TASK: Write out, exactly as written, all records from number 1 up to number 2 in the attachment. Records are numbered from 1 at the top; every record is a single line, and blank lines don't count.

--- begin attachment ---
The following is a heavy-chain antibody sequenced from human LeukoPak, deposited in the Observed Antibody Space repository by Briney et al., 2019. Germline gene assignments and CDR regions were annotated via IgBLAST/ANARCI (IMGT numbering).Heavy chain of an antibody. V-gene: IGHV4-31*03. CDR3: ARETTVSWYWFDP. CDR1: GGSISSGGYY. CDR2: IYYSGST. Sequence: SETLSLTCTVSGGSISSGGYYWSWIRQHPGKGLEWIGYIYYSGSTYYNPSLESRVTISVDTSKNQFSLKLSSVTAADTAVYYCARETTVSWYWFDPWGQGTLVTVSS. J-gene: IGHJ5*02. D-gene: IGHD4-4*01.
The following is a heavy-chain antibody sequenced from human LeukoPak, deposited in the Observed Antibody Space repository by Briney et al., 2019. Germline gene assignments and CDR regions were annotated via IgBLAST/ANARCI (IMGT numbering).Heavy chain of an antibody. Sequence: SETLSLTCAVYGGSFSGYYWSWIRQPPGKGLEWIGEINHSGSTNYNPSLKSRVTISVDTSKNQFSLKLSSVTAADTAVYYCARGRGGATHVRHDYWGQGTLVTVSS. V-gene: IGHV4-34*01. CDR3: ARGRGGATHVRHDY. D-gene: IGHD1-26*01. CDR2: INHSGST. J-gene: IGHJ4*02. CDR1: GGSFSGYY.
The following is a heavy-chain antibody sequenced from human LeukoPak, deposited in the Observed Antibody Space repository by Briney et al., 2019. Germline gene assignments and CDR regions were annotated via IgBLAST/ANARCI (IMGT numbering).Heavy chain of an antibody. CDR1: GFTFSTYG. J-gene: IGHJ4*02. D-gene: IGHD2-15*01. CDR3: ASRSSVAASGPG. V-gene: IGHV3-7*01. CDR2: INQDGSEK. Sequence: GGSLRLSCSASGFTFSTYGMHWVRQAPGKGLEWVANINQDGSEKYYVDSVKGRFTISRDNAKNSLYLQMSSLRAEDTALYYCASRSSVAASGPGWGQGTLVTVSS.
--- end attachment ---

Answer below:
The following is a heavy-chain antibody sequenced from human LeukoPak, deposited in the Observed Antibody Space repository by Briney et al., 2019. Germline gene assignments and CDR regions were annotated via IgBLAST/ANARCI (IMGT numbering).Heavy chain of an antibody. V-gene: IGHV4-31*03. CDR3: ARETTVSWYWFDP. CDR1: GGSISSGGYY. CDR2: IYYSGST. Sequence: SETLSLTCTVSGGSISSGGYYWSWIRQHPGKGLEWIGYIYYSGSTYYNPSLESRVTISVDTSKNQFSLKLSSVTAADTAVYYCARETTVSWYWFDPWGQGTLVTVSS. J-gene: IGHJ5*02. D-gene: IGHD4-4*01.
The following is a heavy-chain antibody sequenced from human LeukoPak, deposited in the Observed Antibody Space repository by Briney et al., 2019. Germline gene assignments and CDR regions were annotated via IgBLAST/ANARCI (IMGT numbering).Heavy chain of an antibody. Sequence: SETLSLTCAVYGGSFSGYYWSWIRQPPGKGLEWIGEINHSGSTNYNPSLKSRVTISVDTSKNQFSLKLSSVTAADTAVYYCARGRGGATHVRHDYWGQGTLVTVSS. V-gene: IGHV4-34*01. CDR3: ARGRGGATHVRHDY. D-gene: IGHD1-26*01. CDR2: INHSGST. J-gene: IGHJ4*02. CDR1: GGSFSGYY.